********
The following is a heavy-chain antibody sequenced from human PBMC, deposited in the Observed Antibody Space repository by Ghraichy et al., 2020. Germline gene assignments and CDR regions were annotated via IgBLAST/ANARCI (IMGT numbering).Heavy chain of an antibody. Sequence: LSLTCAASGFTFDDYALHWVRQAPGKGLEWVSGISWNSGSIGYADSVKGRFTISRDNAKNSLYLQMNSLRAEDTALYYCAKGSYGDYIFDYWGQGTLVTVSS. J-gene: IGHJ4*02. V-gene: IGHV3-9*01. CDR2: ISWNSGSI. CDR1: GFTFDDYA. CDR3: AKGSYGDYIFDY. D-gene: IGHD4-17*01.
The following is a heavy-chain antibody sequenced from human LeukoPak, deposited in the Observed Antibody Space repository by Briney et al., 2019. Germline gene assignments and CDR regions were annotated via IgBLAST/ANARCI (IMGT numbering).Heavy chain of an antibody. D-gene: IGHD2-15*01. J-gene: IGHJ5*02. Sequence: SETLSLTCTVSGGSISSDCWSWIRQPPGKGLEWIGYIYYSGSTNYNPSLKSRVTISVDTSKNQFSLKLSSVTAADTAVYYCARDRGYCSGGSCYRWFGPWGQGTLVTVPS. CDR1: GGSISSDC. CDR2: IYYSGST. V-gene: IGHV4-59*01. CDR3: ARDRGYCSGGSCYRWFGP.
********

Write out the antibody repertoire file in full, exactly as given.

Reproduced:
The following is a heavy-chain antibody sequenced from human PBMC, deposited in the Observed Antibody Space repository by Ghraichy et al., 2020. Germline gene assignments and CDR regions were annotated via IgBLAST/ANARCI (IMGT numbering).Heavy chain of an antibody. Sequence: LSLTCAASGFTFDDYALHWVRQAPGKGLEWVSGISWNSGSIGYADSVKGRFTISRDNAKNSLYLQMNSLRAEDTALYYCAKGSYGDYIFDYWGQGTLVTVSS. J-gene: IGHJ4*02. V-gene: IGHV3-9*01. CDR2: ISWNSGSI. CDR1: GFTFDDYA. CDR3: AKGSYGDYIFDY. D-gene: IGHD4-17*01.
The following is a heavy-chain antibody sequenced from human LeukoPak, deposited in the Observed Antibody Space repository by Briney et al., 2019. Germline gene assignments and CDR regions were annotated via IgBLAST/ANARCI (IMGT numbering).Heavy chain of an antibody. D-gene: IGHD2-15*01. J-gene: IGHJ5*02. Sequence: SETLSLTCTVSGGSISSDCWSWIRQPPGKGLEWIGYIYYSGSTNYNPSLKSRVTISVDTSKNQFSLKLSSVTAADTAVYYCARDRGYCSGGSCYRWFGPWGQGTLVTVPS. CDR1: GGSISSDC. CDR2: IYYSGST. V-gene: IGHV4-59*01. CDR3: ARDRGYCSGGSCYRWFGP.